Teachers often ask us how to incorporate Zorbit’s Math Adventure into their lesson plans, so we wanted to share five quick and easy ways that you can integrate game-based learning resources like Zorbit’s Math into your lesson plan and classroom!
1. Center-Based Learning
Create separate workstations and break your class into groups. Have each group work on a separate but conceptually related activity. For example, one group could work on a printed activity from the ‘Activities’ section of your Zorbit Dashboard, while another group works through the levels in Zorbit’s Math Adventure. This works especially well for classrooms that do not have 1:1 devices.
To help focus your students, you can use the ‘Game Controls’ section of the Dashboard to limit access to particular concepts within the game.
2. Whole Class Play
This one is pretty simple – if you have 1:1 devices, share them around and get your whole class working on Zorbit! You might get them to all work on the same activity to introduce a new concept. Or get them to play previously taught material to reinforce a concept they’re already familiar with. This allows students to reflect on the topic and apply the concept.
While your class is playing, make sure to have your Dashboard open! The ‘Class Progress’ page can give you up-to-the minute information on how your class is performing and progressing through the material. These reports can provide you with a quick overview of the students that may need additional instruction, or highlight students that are ready for more challenging material.
3. Small Group Play
By having students work together, you can challenge them to discuss their thinking and find different methods to solve each level. Take it a step further and have them present their strategy to the rest of the class!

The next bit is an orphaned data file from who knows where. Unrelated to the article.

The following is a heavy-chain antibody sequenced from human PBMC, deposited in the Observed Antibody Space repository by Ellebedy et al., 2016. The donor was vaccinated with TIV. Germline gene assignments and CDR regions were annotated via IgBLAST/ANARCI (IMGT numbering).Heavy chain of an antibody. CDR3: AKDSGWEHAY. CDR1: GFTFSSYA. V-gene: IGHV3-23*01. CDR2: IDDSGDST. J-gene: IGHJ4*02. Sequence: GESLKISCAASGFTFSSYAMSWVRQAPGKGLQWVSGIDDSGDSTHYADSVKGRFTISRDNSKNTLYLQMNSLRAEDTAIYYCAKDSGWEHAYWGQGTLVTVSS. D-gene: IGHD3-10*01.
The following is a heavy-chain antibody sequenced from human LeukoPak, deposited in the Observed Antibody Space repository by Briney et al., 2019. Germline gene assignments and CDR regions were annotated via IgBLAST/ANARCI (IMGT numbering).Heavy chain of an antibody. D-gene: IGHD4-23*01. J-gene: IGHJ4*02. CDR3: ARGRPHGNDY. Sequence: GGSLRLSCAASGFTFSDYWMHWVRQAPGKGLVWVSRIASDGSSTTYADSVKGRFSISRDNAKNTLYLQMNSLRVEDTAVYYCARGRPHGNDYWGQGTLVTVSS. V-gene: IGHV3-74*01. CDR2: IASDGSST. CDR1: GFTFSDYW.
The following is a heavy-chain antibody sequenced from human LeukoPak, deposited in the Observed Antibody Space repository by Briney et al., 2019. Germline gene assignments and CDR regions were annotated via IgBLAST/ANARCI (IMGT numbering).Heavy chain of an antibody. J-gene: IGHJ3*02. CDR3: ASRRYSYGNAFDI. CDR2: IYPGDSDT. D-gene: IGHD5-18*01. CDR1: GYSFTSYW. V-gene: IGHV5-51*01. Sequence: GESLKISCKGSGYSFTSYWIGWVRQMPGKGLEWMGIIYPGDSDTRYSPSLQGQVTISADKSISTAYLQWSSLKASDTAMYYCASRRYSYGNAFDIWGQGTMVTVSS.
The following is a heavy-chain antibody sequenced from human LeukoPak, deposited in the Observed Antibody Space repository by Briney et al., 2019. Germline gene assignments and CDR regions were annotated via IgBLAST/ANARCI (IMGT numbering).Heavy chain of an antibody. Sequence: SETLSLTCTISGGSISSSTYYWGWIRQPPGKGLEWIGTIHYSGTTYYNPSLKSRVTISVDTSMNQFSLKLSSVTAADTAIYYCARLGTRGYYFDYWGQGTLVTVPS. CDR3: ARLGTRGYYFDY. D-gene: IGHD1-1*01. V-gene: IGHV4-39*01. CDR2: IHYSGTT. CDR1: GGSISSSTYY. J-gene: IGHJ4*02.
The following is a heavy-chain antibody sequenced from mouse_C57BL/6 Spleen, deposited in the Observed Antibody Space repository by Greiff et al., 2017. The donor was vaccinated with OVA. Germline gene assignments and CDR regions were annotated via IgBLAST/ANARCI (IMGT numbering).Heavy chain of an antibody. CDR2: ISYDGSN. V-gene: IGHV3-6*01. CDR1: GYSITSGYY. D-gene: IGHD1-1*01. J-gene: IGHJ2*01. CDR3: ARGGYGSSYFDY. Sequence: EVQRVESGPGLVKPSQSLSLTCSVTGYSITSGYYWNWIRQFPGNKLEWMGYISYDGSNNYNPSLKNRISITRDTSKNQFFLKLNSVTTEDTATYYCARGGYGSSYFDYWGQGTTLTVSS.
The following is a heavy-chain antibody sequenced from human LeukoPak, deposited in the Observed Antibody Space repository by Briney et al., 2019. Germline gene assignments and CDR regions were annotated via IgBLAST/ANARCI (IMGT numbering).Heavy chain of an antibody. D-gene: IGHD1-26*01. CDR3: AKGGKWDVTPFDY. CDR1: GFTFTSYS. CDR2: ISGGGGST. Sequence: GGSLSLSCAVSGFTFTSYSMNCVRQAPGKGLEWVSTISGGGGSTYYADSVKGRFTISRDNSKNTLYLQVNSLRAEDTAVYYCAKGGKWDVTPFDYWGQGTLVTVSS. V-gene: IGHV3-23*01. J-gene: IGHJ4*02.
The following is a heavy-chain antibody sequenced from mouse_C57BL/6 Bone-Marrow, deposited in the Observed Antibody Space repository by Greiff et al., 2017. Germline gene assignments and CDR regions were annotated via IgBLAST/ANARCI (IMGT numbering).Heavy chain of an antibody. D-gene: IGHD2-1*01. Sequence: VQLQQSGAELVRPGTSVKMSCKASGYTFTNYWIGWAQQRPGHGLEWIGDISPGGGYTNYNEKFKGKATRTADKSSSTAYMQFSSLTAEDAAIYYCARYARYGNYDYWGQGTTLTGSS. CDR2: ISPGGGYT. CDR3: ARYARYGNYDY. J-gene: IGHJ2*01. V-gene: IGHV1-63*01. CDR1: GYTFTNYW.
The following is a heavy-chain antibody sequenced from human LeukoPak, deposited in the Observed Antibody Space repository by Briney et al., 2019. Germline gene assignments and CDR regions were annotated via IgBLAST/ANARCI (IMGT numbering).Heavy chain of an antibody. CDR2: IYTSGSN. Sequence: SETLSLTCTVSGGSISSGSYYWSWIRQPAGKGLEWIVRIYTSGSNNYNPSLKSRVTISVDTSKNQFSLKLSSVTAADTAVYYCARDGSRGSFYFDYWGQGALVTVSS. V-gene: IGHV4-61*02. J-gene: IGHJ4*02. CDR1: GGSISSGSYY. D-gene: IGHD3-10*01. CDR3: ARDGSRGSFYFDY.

This method also works well in multi-grade classrooms, pairing students with learners who may be a grade level ahead. Have them discuss different methods to learn from each other’s thinking.
4. Individual Intervention
You can also print a parent letter for the student. This gives them the opportunity to login from home and get more practice.
5. Number Talks
Create a student account for yourself and use this ID to display game levels on your smartboard or overhead. Challenge the group to find as many ways to solve the problem as possible, and have them explain why they chose that method. In the example above, you could ask your students: “How many different ways can you think of filling in this thirty-frame to make the number 18?”
What’s your favorite way to use Zorbit in the classroom? Tweet us @ZorbitsMath and let us know!
Written By: Matt Murphy
Matt Murphy is the Educational Designer for Zorbit’s Math Adventure, a K-3 game-based learning platform for the classroom. Matt has a Masters degree in Curriculum Design from the University of New Brunswick and has over five years of experience working in educational technology as an Instructional Designer, and Gamification/Game-Based Learning Consultant.